Frazier is about two weeks away from losing his prospect status. He’s at 98 big league at-bats right now and the rookie limit is 130. Once he graduates, the top tier will be down to two prospects. Lame! Then again, it’ll be down to two prospects because Frazier and Aaron Judge are in MLB, and Rutherford was traded for pieces who are helping the Yankees try to win the division, so I can’t complain.
Torres is still the undisputed the best prospect in the system right now, even after Tommy John surgery to his non-throwing arm. Everyone seems to expect him to come back just fine next year and that’s good enough for me. Every surgery has risks. This one seems to carry less than most elbow reconstructions. Sheffield is out with an oblique strain himself, which stinks, but at least it’s not his arm. He’s pretty clearly the best pitching prospect in the system in my opinion. Three-pitch lefty with swing-and-miss stuff? Sign me up.
The Other Top Prospects
SS/OF Jorge Mateo, Traded (Pre-draft: No. 5)
4. 3B Miguel Andujar, Triple-A (Pre-draft: No. 6)
5. OF Estevan Florial, High-A (Pre-draft: No. 14)
6. RHP Albert Abreu, High-A (Pre-draft: No. 7)
7. SS/OF Tyler Wade, MLB (Pre-draft: No. 8)
OF Dustin Fowler, Traded (Pre-draft: No. 9)
8. RHP Chance Adams, Triple-A (Pre-draft: No. 10)
9. RHP Dillon Tate, High-A (Pre-draft: No. 12)
This is where I think the depth of the farm system really shines. I’m the low man on Adams but Baseball America (56th) and MLB.com (61st) just ranked him as a top 50-ish prospect in their midseason top 100 lists. I have him eighth in the system. Both Abreu (82nd) and Wade (101st) snuck onto Baseball Prospectus’ top 101 prospects list before the season. Tate was the fourth overall pick — and first pitcher taken — in the draft just two years ago. That’s the kind of talent we’re talking about here.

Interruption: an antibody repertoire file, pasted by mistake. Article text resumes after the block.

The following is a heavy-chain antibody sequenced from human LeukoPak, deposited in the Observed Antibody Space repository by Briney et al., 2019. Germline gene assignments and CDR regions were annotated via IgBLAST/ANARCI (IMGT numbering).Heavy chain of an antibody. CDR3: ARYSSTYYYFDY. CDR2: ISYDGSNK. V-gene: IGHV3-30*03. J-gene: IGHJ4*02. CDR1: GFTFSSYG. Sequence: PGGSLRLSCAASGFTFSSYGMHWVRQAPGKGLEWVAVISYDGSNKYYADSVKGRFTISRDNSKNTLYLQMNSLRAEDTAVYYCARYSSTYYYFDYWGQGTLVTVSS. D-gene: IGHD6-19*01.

Andujar is my dude and has been for a while, and he’s making me look smart this year, so thanks Miguel. I get the feeling that, in a year or two, lots of people are going to wonder why he never made a top 100 list. Florial is the biggest riser in the farm system this year. His strikeout rate is a red flag but the tools and athleticism are off the charts, and so is the performance, really. He hit .297/.372/.483 (145 wRC+) with eleven homers and 17 steals in 91 Low-A games as a 19-year-old before being promoted earlier this week. For a while there it looked like Florial would get traded at the deadline, but nope. He remains and Fowler went instead.